New Hampshire may legalize civil unions for all — even siblings

Steven Nelson Associate Editor
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A bill that would repeal New Hampshire’s 2009 law legalizing same-sex marriage would also allow two citizens of either sex to enter into a civil union — even siblings.

New Hampshire Republican state Rep. David Bates, the sponsor of the bill, confirmed this to The Daily Caller.

Asked about the logic behind allowing siblings to enter into civil unions, Bates responded, “You have that question backwards. By definition in the bill, a ‘civil union’ means a contractual agreement that provides reciprocal benefits and obligations to the parties to the agreement.”

“The proper question is: What logical or legally defensible reason is there to exclude anyone?” Bates said. “There is none.”

The bill was passed out of the New Hampshire House’s Judiciary Committee by an 11–6 vote on Tuesday. It is likely to sail through the state legislature, where Republicans hold enormous majorities in both chambers: 74 percent in the House and 79 percent in the Senate.

Whether there are enough votes to override a promised veto by the state’s Democratic governor, John Lynch, depends on the number of Republicans who break ranks to oppose the bill. (FLASHBACK: Rhode Island on its way to legalizing civil unions for same-sex couples)

Bates explained to the Union Leader that incest laws would not be violated by allowing siblings to enter into civil unions. “There is no reason for us to speculate on the sexual nature of that relationship,” he said.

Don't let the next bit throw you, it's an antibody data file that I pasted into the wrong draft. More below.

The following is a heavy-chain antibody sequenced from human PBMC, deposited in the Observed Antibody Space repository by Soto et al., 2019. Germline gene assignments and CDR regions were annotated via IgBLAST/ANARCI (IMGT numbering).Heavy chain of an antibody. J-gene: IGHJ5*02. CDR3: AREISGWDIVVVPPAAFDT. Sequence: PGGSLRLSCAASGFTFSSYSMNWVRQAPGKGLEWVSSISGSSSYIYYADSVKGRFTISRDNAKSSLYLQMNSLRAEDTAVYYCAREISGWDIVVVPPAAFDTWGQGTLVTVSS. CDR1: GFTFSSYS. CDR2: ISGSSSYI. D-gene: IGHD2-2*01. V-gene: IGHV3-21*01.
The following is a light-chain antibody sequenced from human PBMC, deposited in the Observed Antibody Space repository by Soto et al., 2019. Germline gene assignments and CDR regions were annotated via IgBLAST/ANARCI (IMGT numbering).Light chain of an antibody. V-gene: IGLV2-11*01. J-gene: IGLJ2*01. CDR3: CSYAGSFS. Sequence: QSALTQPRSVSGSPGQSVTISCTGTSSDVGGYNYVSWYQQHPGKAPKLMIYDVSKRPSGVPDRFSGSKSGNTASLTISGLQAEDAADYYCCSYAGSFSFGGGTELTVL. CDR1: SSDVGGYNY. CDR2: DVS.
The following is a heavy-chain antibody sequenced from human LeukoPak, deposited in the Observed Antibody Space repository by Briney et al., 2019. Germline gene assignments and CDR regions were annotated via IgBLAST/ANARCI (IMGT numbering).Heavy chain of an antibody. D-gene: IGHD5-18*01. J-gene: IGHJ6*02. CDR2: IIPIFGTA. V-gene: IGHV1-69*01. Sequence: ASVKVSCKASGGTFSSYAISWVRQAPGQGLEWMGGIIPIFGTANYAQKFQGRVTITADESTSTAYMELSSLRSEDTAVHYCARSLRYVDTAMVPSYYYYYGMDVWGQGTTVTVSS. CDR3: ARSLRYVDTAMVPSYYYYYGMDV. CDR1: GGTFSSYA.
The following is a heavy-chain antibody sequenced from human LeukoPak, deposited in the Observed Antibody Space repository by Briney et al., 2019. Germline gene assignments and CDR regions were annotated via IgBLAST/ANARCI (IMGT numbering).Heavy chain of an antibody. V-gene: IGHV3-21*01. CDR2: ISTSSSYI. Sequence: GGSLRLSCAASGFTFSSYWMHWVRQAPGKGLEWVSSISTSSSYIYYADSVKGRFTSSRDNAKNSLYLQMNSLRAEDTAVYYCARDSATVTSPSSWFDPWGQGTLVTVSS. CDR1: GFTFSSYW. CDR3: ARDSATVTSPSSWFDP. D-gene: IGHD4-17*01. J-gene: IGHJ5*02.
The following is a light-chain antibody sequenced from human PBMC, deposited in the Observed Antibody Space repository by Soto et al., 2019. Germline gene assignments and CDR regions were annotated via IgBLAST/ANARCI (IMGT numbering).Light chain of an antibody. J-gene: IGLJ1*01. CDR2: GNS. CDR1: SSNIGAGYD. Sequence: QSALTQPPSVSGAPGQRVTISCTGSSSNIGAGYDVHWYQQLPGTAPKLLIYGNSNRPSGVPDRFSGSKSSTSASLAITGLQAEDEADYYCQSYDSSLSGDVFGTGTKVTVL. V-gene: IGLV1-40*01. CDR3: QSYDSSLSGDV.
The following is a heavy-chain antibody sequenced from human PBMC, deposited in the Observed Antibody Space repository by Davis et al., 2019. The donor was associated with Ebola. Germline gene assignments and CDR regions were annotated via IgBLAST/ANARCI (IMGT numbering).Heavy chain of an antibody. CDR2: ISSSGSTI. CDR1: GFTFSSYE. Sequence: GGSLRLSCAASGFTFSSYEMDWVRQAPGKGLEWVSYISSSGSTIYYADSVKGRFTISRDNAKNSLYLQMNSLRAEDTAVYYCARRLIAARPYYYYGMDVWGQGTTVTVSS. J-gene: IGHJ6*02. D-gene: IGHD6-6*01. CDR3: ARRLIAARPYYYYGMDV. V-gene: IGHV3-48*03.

“It is too soon to know how everyone will vote,” Bates said about an override vote, “but I’ll be working on it to find out.”

The New Hampshire same-sex marriage law has been touted as the nation’s foremost example of balancing the interests of couples who wish to marry and of individuals who object to participating in such ceremonies. Lynch, initially an opponent of same-sex marriage, signed it into law after protections were added for religious organizations.

Asked for tangible examples of negative effects stemming from the legalization of same-sex marriage, Bates said, “Right now, I don’t have the time that it would take to explain the answer.”

If the repeal bill becomes law, existing marriages would continue to be recognized, but new same-sex marriages would not be permitted.

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